Banal Plus

July 18th, 2014 |Posted by Janelle

The normcore trend has been the subject of much debate – is it chic, is it lazy, is it even a legitimate trend at all? Craig McDean and Edward Enninful take on the look in the pages of W Magazine with an editorial that mixes the best in designer gear with everyday staples like Adidas tube socks and white clogs – the kind of items you’re more likely to find in the closets of athletes than amongst the accessories utilized in a fashion story. With boy short bowl cuts by James Pecis (London: D + V Management , New York: D + V Management) and minimal makeup by Fulvia Farolfi (ArtList Paris) models Daiane ConteratoGrace MaharyAymeline ValadeManuela FreyKatlin AasAmanda Murphy and Fei Fei Sun look equal parts haute and banal.

See the full story on W Magazine.com 

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Posted in: General news

Reinventing Aymeline

May 22nd, 2014 |Posted by Matthew

Dressed in the best of Chanel’s Paris-Dallas Pre-Fall collection, longtime favorite Aymeline Valade is enjoying a major moment with a cover story for the latest issue of Crash Magazine. Bringing her new blonde look to the pages of the French mag, Aymeline plays chameleon in this series shot by Dan Smith, displaying her diverse talents in a selection of covetable looks styled by editor-in-chief Armelle Leturcq. Crash offers an added bonus with an accompanying interview in which the top model opens up about her big break at Nicolas Ghesquière’s Balenciaga, her hesitation to become a model-turned-actress, and the challenge of animating the life of an icon. Just in time for the Cannes premiere of Aymeline’s debut role as Betty Catroux in Betrand Borello’s Saint Laurent (starring Gaspard Ulliel and Léa Seydoux), Crash 68 will hit newsstands next week.

 

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Posted in: General news

Tropic Heat

April 29th, 2014 |Posted by Janelle

The very best covers of Numéro offer a sumptuous take on fashion that thrives on decadent imagery and the most eye-catching designer wares. Txema Yeste delivers a stunning May cover starring a platinum blonde Aymeline Valade clad in glossy Dolce & Gabbana. Stylist Belén Casadevall pulls out all the stops dressing Aymeline in an array of transparent, skin-tight and embellished looks, each one more revealing than the last. The seductive editorial showcases Aymeline at her best as a formidable temptress set against a vivid tropical backdrop.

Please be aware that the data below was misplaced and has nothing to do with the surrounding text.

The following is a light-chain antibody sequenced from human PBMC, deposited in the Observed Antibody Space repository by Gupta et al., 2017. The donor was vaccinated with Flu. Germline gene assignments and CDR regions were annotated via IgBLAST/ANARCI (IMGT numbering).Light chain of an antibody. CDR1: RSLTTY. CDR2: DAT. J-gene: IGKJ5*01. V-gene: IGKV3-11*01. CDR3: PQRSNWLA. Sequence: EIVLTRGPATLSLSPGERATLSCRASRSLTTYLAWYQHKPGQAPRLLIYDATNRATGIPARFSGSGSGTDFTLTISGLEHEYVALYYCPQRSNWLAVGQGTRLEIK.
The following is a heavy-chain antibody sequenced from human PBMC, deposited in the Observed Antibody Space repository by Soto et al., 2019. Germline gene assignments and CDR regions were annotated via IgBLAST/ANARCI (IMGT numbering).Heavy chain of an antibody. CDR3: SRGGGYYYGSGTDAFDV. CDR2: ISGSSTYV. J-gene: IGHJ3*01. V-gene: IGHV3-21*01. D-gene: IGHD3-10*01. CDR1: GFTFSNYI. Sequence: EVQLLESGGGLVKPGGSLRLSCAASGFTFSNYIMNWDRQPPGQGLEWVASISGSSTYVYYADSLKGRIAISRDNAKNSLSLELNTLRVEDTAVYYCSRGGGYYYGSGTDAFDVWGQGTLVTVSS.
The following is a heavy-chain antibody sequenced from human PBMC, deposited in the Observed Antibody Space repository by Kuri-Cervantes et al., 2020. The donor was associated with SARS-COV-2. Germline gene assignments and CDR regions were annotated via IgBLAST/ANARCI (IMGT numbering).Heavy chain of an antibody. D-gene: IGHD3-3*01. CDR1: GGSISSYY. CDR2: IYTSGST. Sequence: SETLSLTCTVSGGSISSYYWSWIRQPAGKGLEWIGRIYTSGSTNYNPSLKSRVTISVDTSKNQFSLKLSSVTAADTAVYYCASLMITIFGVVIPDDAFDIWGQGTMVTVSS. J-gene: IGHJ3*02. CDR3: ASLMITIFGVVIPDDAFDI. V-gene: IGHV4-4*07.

Hair – Laurent Philippon / Make up -Victor Alvarez (Paris: ArtList Paris, New York: ArtList NY) / Set – Cristina Ramos

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Images courtesy of Pancho Saula Artist Management

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Posted in: General news

Numero Dos

March 29th, 2013 |Posted by Janelle

With stellar new covers Numero and Numero Homme provide a beautiful and expressive take on fashion imagery with two very different shots united by their elegance. Fernando Cabral covers Numero Homme in a sleek shot by Jacob Sutton that capitalizes on his perfect physique; the image is clean, crisp and completely modern. Aymeline’s striking cover by Richard Bush is equally alluring; the former ballet dancer is graceful as ever in Dolce & Gabbana‘s caged corset dress.

For more on Numero’s latest issues worldwide, be sure to check out the official Numero Facebook. 

Numero Homme

Fernando Cabral by Jacob Sutton for Numero Homme

aymeline1

Aymeline Valade by Richard Bush for Numero

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Past Meets Present: The Mod Moment

January 23rd, 2013 |Posted by Janelle

By its very nature, fashion is in a constant state of change, but the industry has a way of rehashing the past every few seasons with collections that draw inspiration from key moments in fashion’s history.  Nostalgia was the predominant fashion mode of the aughts, and it saw  designers revisiting everything from 1920s flapper fixtures, to ’80s powerdressing and (gasp) ’90s grunge redux. We may have just entered into 2013, but when it comes to manufacturing clothing that looks awfully similar to styles that could have been worn generations earlier, designers show no signs of stopping.

Case in point, S/S 13’s mod moment, which saw a wealth of graphic prints invading the runway. Checks, stripes, and houndstooth patterns  made appearances on the runways of labels like Marc Jacobs, Louis Vuitton, Prada, Michael Kors and Dolce & Gabbana, offering a pleasant alternative to spring’s tried-and-true florals and providing a bit of deja vu. Granted, these design elements are timeless, but fans of ’60s style will recognize the cuts and patterns that make up these new designs as the hallmarks of mod innovators. Take a look at  the work of Pierre Cardin, Mary Quant, André Courrèges, and Ossie Clark,  and you can’t help but see where Marc Jacobs and co. took their lead from.